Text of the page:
Some of the facts are stipulated and are so found. The stipulations of facts and accompanying exhibits are incorporated herein by this reference. The facts necessary for the resolution of the disputed issue are set forth below.
At the time the petitions were filed in these cases Oglethorpe Power Corporation had its principal place of business in Tucker, Georgia; and Rollins, Inc., and National Service Industries, Inc., had their principal places of business in Atlanta, Georgia.
Description of Oglethorpe Power Corporation, Georgia Power and Plant Scherer Unit One
Oglethorpe Power Corporation (Oglethorpe) is a cooperative formed by 39 local, consumer-owned electric membership corporations which serve approximately 71 percent of the land area in Georgia. It was organized in August 1974, to develop generating plants and transmission systems to meet the power needs of its 39 cooperative members.
Georgia Power Company (Georgia Power) is a wholly owned subsidiary of The Southern Company, a publicly held utility holding company. In September 1974, Georgia Power began construction of a new coal-fired electric power generating plant known as Plant Robert W. Scherer. Four generating units were to be constructed. It was expected that construction of the first unit would take about 6 years. Plant Scherer is located on a 12,000-acre site near the Ocmulgee River about 10 miles east of Forsyth, Georgia, and about 17 miles north of Macon. It is served by a 3,600-acre lake, created on the site for such purpose.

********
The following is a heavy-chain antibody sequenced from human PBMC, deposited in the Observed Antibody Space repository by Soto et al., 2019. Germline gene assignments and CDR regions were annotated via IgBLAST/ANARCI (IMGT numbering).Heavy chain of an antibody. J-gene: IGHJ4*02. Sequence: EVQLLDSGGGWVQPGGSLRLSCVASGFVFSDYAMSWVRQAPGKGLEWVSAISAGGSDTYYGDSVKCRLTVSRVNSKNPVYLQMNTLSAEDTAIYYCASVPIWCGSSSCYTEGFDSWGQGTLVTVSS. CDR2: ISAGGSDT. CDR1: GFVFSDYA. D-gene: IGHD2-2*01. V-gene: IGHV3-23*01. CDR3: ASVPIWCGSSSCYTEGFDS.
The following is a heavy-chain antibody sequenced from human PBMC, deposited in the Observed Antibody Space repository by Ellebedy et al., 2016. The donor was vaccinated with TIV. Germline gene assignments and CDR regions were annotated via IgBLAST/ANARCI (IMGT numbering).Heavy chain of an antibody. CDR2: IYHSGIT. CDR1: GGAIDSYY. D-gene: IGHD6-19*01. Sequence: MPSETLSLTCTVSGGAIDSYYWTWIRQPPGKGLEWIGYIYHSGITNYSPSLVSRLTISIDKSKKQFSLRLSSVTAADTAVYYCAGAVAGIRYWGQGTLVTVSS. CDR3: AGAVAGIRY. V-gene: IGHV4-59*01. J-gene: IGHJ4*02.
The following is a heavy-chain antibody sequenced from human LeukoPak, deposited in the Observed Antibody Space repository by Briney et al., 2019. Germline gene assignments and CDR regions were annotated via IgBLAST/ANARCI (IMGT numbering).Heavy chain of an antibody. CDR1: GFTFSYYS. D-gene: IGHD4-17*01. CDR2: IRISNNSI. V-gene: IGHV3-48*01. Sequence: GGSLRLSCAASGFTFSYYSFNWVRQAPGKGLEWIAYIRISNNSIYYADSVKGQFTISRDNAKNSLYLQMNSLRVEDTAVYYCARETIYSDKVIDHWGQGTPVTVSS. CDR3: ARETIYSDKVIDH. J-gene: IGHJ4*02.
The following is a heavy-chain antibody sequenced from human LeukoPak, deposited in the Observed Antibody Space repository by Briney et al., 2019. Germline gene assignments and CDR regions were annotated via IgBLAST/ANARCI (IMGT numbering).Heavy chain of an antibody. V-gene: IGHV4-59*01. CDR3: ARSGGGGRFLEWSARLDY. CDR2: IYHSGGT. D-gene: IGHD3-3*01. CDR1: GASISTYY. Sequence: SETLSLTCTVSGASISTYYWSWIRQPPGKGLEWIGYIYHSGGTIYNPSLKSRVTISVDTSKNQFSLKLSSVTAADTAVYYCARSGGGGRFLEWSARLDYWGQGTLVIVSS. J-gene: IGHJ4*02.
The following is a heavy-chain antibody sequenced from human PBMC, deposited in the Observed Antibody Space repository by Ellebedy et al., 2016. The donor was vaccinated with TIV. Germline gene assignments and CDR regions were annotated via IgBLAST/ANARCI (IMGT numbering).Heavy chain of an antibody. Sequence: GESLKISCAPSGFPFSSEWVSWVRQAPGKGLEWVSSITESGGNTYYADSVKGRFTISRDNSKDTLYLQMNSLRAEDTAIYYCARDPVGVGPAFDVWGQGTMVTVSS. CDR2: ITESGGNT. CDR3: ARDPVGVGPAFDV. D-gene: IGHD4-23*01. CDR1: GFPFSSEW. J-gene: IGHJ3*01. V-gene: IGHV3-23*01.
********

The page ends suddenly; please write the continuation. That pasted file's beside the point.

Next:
In May 1980, Oglethorpe purchased from Georgia Power an undivided 60-percent interest in Scherer Unit One, the first generating unit to be constructed. Oglethorpe paid Georgia Power 60 percent of the construction cost and agreed to pay 60 percent of all future construction costs and capital costs.
Scherer Unit One was the subject of lease transactions between Oglethorpe and Rollins, Inc., and National Service Industries, Inc., involving all of Oglethorpe's percentage interests. Pursuant to section 168(f)(8) of the Code, the parties elected to treat the leases, known as safe harbor leases, as leases for Federal income tax purposes only. Both transactions were closed on April 9, 1982.
Each of the four generating units at Plant Scherer was intended to have a generation output of 818 megawatts and each was to consist of, among other items, a boiler, a turbine-generator, a condenser, a cooling tower, a smokestack (shared by two units), a precipitator, electrical switching equipment, and a source of water and fuel.